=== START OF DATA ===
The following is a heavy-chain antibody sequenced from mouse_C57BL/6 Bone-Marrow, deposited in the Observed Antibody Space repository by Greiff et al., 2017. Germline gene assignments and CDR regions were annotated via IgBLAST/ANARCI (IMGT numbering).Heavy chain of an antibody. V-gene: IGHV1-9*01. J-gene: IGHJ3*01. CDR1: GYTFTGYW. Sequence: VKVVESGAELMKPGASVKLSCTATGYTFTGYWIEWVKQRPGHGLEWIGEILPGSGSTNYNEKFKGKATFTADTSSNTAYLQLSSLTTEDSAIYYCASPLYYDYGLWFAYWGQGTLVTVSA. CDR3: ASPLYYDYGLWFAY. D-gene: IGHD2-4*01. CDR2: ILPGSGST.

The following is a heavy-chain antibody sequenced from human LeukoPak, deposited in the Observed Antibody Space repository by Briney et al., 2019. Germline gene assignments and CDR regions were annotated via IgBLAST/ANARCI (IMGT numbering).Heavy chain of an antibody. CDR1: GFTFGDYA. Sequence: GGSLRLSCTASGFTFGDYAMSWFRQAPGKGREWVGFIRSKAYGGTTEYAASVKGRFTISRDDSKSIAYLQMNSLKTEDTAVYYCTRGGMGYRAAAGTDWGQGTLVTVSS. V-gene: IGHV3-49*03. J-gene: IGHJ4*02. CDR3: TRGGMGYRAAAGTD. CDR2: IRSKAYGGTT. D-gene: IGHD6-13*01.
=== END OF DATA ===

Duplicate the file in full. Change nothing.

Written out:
The following is a heavy-chain antibody sequenced from mouse_C57BL/6 Bone-Marrow, deposited in the Observed Antibody Space repository by Greiff et al., 2017. Germline gene assignments and CDR regions were annotated via IgBLAST/ANARCI (IMGT numbering).Heavy chain of an antibody. V-gene: IGHV1-9*01. J-gene: IGHJ3*01. CDR1: GYTFTGYW. Sequence: VKVVESGAELMKPGASVKLSCTATGYTFTGYWIEWVKQRPGHGLEWIGEILPGSGSTNYNEKFKGKATFTADTSSNTAYLQLSSLTTEDSAIYYCASPLYYDYGLWFAYWGQGTLVTVSA. CDR3: ASPLYYDYGLWFAY. D-gene: IGHD2-4*01. CDR2: ILPGSGST.

The following is a heavy-chain antibody sequenced from human LeukoPak, deposited in the Observed Antibody Space repository by Briney et al., 2019. Germline gene assignments and CDR regions were annotated via IgBLAST/ANARCI (IMGT numbering).Heavy chain of an antibody. CDR1: GFTFGDYA. Sequence: GGSLRLSCTASGFTFGDYAMSWFRQAPGKGREWVGFIRSKAYGGTTEYAASVKGRFTISRDDSKSIAYLQMNSLKTEDTAVYYCTRGGMGYRAAAGTDWGQGTLVTVSS. V-gene: IGHV3-49*03. J-gene: IGHJ4*02. CDR3: TRGGMGYRAAAGTD. CDR2: IRSKAYGGTT. D-gene: IGHD6-13*01.